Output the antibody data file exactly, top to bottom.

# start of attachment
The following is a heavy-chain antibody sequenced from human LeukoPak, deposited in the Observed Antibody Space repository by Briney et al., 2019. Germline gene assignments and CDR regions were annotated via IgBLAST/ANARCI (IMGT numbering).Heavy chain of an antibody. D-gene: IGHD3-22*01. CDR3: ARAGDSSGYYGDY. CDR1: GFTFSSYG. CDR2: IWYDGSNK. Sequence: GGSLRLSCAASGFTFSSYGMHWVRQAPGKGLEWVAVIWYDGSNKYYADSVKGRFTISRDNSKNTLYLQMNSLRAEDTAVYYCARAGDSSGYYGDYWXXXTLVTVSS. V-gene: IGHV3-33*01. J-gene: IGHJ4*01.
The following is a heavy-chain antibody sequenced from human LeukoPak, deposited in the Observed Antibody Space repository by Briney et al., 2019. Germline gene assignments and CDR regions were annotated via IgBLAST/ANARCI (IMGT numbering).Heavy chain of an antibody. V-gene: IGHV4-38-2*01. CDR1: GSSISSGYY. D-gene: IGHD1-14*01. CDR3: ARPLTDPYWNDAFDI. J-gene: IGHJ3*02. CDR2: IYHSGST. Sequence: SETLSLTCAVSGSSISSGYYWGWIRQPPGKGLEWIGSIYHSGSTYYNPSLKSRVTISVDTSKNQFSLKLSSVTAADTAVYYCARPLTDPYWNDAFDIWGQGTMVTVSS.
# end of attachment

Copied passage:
The following is a heavy-chain antibody sequenced from human LeukoPak, deposited in the Observed Antibody Space repository by Briney et al., 2019. Germline gene assignments and CDR regions were annotated via IgBLAST/ANARCI (IMGT numbering).Heavy chain of an antibody. D-gene: IGHD3-22*01. CDR3: ARAGDSSGYYGDY. CDR1: GFTFSSYG. CDR2: IWYDGSNK. Sequence: GGSLRLSCAASGFTFSSYGMHWVRQAPGKGLEWVAVIWYDGSNKYYADSVKGRFTISRDNSKNTLYLQMNSLRAEDTAVYYCARAGDSSGYYGDYWXXXTLVTVSS. V-gene: IGHV3-33*01. J-gene: IGHJ4*01.
The following is a heavy-chain antibody sequenced from human LeukoPak, deposited in the Observed Antibody Space repository by Briney et al., 2019. Germline gene assignments and CDR regions were annotated via IgBLAST/ANARCI (IMGT numbering).Heavy chain of an antibody. V-gene: IGHV4-38-2*01. CDR1: GSSISSGYY. D-gene: IGHD1-14*01. CDR3: ARPLTDPYWNDAFDI. J-gene: IGHJ3*02. CDR2: IYHSGST. Sequence: SETLSLTCAVSGSSISSGYYWGWIRQPPGKGLEWIGSIYHSGSTYYNPSLKSRVTISVDTSKNQFSLKLSSVTAADTAVYYCARPLTDPYWNDAFDIWGQGTMVTVSS.